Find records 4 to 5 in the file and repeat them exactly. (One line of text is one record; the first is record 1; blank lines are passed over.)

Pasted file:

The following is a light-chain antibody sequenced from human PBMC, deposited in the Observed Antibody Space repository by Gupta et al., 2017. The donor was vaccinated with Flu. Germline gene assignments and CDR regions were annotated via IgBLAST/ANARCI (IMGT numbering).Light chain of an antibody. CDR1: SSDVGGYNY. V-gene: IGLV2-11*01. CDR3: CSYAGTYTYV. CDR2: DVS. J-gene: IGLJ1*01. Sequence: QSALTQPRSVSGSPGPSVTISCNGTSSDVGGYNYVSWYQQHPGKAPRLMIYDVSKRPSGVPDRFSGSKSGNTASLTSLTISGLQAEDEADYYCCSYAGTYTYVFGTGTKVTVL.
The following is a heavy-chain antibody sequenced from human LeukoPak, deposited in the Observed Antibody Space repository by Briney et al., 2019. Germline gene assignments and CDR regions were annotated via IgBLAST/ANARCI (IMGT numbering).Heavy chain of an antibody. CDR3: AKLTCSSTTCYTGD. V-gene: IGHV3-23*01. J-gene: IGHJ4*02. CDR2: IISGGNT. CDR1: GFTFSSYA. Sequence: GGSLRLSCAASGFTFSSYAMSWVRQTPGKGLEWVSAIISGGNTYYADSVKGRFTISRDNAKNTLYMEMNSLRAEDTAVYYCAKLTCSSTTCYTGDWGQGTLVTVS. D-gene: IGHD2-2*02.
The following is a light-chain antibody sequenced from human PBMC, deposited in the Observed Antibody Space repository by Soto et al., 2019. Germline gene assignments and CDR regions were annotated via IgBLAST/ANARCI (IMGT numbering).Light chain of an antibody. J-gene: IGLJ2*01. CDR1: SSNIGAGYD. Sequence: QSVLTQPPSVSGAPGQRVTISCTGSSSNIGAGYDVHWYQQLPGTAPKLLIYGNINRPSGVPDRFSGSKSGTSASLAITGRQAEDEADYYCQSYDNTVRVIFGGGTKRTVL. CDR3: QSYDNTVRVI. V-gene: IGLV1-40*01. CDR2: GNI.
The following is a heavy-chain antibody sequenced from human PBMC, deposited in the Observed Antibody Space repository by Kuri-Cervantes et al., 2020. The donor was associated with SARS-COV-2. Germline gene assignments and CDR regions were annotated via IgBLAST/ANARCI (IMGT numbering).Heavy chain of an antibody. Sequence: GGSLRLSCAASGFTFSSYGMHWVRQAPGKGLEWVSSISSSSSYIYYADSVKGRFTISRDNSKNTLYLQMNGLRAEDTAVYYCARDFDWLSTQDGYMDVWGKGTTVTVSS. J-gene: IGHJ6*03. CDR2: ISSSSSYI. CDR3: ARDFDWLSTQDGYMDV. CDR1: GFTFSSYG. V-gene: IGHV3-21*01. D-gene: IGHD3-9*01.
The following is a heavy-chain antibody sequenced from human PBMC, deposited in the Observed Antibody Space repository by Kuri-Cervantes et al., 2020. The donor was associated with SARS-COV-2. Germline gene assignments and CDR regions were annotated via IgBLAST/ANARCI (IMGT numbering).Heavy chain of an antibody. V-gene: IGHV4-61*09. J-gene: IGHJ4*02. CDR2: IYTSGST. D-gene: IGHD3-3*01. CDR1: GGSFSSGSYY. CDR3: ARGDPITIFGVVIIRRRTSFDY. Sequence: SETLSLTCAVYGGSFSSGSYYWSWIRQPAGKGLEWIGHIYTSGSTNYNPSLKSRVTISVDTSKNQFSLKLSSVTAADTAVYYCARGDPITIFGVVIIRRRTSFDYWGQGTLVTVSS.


The following is a heavy-chain antibody sequenced from human PBMC, deposited in the Observed Antibody Space repository by Kuri-Cervantes et al., 2020. The donor was associated with SARS-COV-2. Germline gene assignments and CDR regions were annotated via IgBLAST/ANARCI (IMGT numbering).Heavy chain of an antibody. Sequence: GGSLRLSCAASGFTFSSYGMHWVRQAPGKGLEWVSSISSSSSYIYYADSVKGRFTISRDNSKNTLYLQMNGLRAEDTAVYYCARDFDWLSTQDGYMDVWGKGTTVTVSS. J-gene: IGHJ6*03. CDR2: ISSSSSYI. CDR3: ARDFDWLSTQDGYMDV. CDR1: GFTFSSYG. V-gene: IGHV3-21*01. D-gene: IGHD3-9*01.
The following is a heavy-chain antibody sequenced from human PBMC, deposited in the Observed Antibody Space repository by Kuri-Cervantes et al., 2020. The donor was associated with SARS-COV-2. Germline gene assignments and CDR regions were annotated via IgBLAST/ANARCI (IMGT numbering).Heavy chain of an antibody. V-gene: IGHV4-61*09. J-gene: IGHJ4*02. CDR2: IYTSGST. D-gene: IGHD3-3*01. CDR1: GGSFSSGSYY. CDR3: ARGDPITIFGVVIIRRRTSFDY. Sequence: SETLSLTCAVYGGSFSSGSYYWSWIRQPAGKGLEWIGHIYTSGSTNYNPSLKSRVTISVDTSKNQFSLKLSSVTAADTAVYYCARGDPITIFGVVIIRRRTSFDYWGQGTLVTVSS.